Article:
The Airborne Toxic Event - The Airborne Toxic Event
Record Label: Majordomo Records
Release Date: August 5, 2008
Picture yourself spending your Thursday evening with your friends in a damp, dark New York underground club, where an open poetry exhibition has seized a controlling grip on the night. One nervous, bumbling mess after another stumbles onto the stage and pours his or her heart out into the microphone. As expected, the improvisational lineup reeks of amateurish performances, and the slim audience settles into a vague disinterest, only watching in order to keep tabs on the possibility of a total onstage meltdown. Suddenly, with the night winding down, a troupe of five eccentric but elegantly dressed 20-somethings steps to the mic, sets up an army of sonic manipulators, and begins to seamlessly move the audience from their coffee-laden round tables to the front of the stage, and then to near tears.
The poor poets are today's beloved indie scene, the audience is ourselves as the listening community, and the troupe of five make up The Airborne Toxic Event.
In one of my favorite review quotes I've seen in a while, the LA Times calls The Airborne Toxic Event "poetry you can dance to." Well...review finished. That's really all you need to know about The Airborne Toxic Event. But then, in futile hopes of making my introduction paragraph worthwhile, I shall continue to tell more about this danceable, poetic symbiosis. Lead man Mikel Jollett is an artist at the pen and a master at delivery. I mean, have you ever wondered what would happen if Conor Oberst could sing? Have you ever pondered the effects of Bruce Springsteen upping his performance to the point where you’re as sucked in and consumed as dust to a vacuum? What if Vampire Weekend collaborated with Joy Division? If your interest was piqued by any of these questions, I’d like to recommend an album to you.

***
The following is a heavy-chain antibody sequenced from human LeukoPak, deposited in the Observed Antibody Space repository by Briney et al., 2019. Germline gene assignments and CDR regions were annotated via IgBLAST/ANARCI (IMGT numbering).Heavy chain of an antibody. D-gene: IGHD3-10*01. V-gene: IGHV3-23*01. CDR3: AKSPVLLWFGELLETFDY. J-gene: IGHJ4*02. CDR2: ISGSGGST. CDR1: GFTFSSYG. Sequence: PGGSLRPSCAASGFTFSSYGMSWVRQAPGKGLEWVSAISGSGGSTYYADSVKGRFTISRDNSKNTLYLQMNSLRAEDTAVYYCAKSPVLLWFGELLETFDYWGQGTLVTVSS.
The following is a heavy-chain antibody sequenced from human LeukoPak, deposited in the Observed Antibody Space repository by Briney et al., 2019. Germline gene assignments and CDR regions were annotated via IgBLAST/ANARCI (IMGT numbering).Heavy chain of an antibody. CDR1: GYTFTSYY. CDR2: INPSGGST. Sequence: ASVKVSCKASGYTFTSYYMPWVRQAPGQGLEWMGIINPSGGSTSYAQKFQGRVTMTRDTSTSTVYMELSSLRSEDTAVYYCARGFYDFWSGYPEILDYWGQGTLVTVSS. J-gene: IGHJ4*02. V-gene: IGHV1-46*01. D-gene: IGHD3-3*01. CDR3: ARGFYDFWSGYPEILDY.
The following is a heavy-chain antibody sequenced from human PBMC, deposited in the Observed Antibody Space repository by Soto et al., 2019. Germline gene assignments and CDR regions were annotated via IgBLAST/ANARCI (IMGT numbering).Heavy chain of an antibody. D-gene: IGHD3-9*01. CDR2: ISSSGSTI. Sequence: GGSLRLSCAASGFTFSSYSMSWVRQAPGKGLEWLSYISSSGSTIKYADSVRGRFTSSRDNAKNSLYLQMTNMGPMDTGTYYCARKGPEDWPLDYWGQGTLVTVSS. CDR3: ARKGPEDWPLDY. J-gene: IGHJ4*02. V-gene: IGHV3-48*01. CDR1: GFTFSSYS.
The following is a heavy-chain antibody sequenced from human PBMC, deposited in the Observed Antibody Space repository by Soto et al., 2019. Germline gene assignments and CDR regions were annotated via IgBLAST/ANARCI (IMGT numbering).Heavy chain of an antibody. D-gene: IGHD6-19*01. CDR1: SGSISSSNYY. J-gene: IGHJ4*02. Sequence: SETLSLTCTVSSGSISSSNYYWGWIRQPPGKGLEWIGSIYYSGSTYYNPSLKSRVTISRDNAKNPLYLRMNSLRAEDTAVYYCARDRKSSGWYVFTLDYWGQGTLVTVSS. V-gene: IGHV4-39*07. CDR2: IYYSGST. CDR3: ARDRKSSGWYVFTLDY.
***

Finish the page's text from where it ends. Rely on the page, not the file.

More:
The eponym begins with “Wishing Well”, a pulsating thought bubble that compares more to a usually-indescribable feeling than to an emotion or experience. It’s the description-less, anxious boredom that drives us to the brink of insanity as we’re trapped within our minds with nothing else to do. Of course, I can’t do it justice here, nor could I in any other non-prose format. When a song does more than poetry can, that is to say knowing and remembering that you’re at the exact spot in time that Jollett refers to, you come to realize that the rest of the album will likely be a downhill slope.
And so it is, but in brilliantly marginal fashion. Songs like “Papillion” and “Gasoline” make you quite literally want to cry and dance at the same time. Really, they sort of make me want to hear The Bravery cover some Brand New material. Nothing quite the same as mixed emotions tearing you in opposite directions like a storm front collision.
This review is a user submitted review from BalancingacT. You can see all of BalancingacT's submitted reviews here.